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Track/Race Car basic preperation



Hi guys. Having had a scout through the forums, I haven’t come across a thread which offers advice and information in regards to Prep and planning for trackdays and sprinting. I thought I would take the opportunity to share the routine I carry out along with what I take with me on the day of the event or trackday. By no means what im sharing is perfect which is why I encourage you all to add with your opinions and routines. More minds and ideas are better than 1!!!

Right, first thing to highlight IMO is something that I was told which I think is very relevant to what we love and do. Its something referred to as the 7 P’s or PPPPPPP. Its stands for:

PROPER PLANNING and PREPERATION PREVENTS PISS POOR PERFORMANCE

I think it speaks for itself. The key to enjoying the day is obviously to make your trackday or event as issue and fault free as possible. This is done with good car preparation and of course going prepared for any potential issues. It doesn’t cost a fortune to do this, just a bit of time and effort.

BRAKES

Check the life left in BOTH your discs & pads. You’ll be surprised how much of a battering these will take. I’ve witnessed a set of brand new pads being destroyed in morning session, so depend on your driving style, you may want to consider replacing them even if you think they is plenty of life left in them. As a rule, I always take spare set of pads with me on the day as these are a relatively straight forward repair if you have the correct tools. Also check your brake line condition for leaks or signs of wear which could become a leak. If in doubt, replace to avoid your day being cut short. Another process I carry out is to bleed each of the callipers to ensure no air bubbles have formed. Its a 10 minute job and costs nothing. Check brake fluid level too. Finally after all this, the most obvious check....make sure everything is bolted to the hubs/car as it should. A lost calliper bolt means game over unless you have spares to hand.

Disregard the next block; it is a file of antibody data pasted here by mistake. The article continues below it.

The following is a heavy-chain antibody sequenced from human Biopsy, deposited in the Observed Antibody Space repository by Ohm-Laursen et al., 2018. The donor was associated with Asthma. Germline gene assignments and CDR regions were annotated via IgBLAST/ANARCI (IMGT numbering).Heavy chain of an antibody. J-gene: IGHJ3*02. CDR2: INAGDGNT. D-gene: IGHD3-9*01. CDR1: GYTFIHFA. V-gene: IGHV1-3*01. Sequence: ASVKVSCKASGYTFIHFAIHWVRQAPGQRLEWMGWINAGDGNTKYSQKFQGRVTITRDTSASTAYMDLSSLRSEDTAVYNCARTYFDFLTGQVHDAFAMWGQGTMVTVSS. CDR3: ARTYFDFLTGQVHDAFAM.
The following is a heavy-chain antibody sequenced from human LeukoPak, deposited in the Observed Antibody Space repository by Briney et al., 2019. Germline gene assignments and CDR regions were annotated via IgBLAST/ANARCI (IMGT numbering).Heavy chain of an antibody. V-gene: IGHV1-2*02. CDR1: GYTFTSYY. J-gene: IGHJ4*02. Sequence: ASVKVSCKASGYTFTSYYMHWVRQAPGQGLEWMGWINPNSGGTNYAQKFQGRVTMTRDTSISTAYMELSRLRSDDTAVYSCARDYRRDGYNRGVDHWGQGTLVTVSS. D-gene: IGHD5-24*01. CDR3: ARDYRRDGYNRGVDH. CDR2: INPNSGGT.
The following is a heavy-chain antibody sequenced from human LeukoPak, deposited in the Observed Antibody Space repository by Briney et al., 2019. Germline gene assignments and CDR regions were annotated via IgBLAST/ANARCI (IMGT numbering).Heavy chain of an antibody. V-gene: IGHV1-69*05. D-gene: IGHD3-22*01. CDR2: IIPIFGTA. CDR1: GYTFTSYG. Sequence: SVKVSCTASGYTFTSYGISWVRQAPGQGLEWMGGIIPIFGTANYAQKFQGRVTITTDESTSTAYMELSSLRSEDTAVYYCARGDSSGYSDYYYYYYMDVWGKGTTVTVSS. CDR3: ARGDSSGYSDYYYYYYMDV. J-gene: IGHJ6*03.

SUSPENSION/CHASSIS

When its comes to suspension, there are many parts which make up the complete system so you should look to carry out a methodical check of each part. Just about every part will consist of a bush so checking these for excessive play or splitting. Whilst a slack bush wont necessarily end your day, it will affect your cars performance. Some bushes are not a simple repair but others such as roll bar or even drop links are simple repairs. In terms of your shocks/ springs, check for leaks and fractures on your springs. Make sure everything is tight. In terms of geometry, I personally recommend it if budget allows. As part of this making sure the car sits planted and the ride height is equal along axles. If you have adjustable dampening, rebound etc. available, these can be altered on the day. Whilst checking in this particular area of the car, a check of your tyres would be advisable if your running on your road tyres. The track is very harsh as will your driving so plenty of tread is a must.

ENGINE/TRANSMISSION

A lot of the things to check for here are pretty straight forward although its easy to get carried away. For me, an oil and filter change is a must. I personally use an OEM filter and put a good quality oil in. Usually Millers. Whilst changing fluids, fresh coolant is a good idea and if the car hasn’t been done in the last year, some coolant flush to remove as much gunk from the rad as possible with the increase engine temperatures it will become subject to. Gearbox oil isn’t essential, but dropping it will give you an idea of its condition and fresh good quality oil will give piece of mind. I also like to change my plugs. A fresh set gapped correctly isn’t essential again, but for the modest outlay, worth it for piece of mind. Check the condition of all your electrical connections. Injectors, coil packs, cam sensors, Map Sensors etc. etc. Squirt of break cleaner in each if you have to hand and ensure they snap together as they should. An electrical gremlin is probably the most frustrating to put a premature end to your day so doing all you can to reduce its risk is a no brainer for me. Check all your engine and gearbox mount points for wear.
Finally clean any gunk and oil off of the sump and gearbox. Put a piece of white paper under the engine and start your car and leave to run up to temperature and idle for 10 -15 minutes. Once done, switch off and pull out the paper and see if their are any leaks.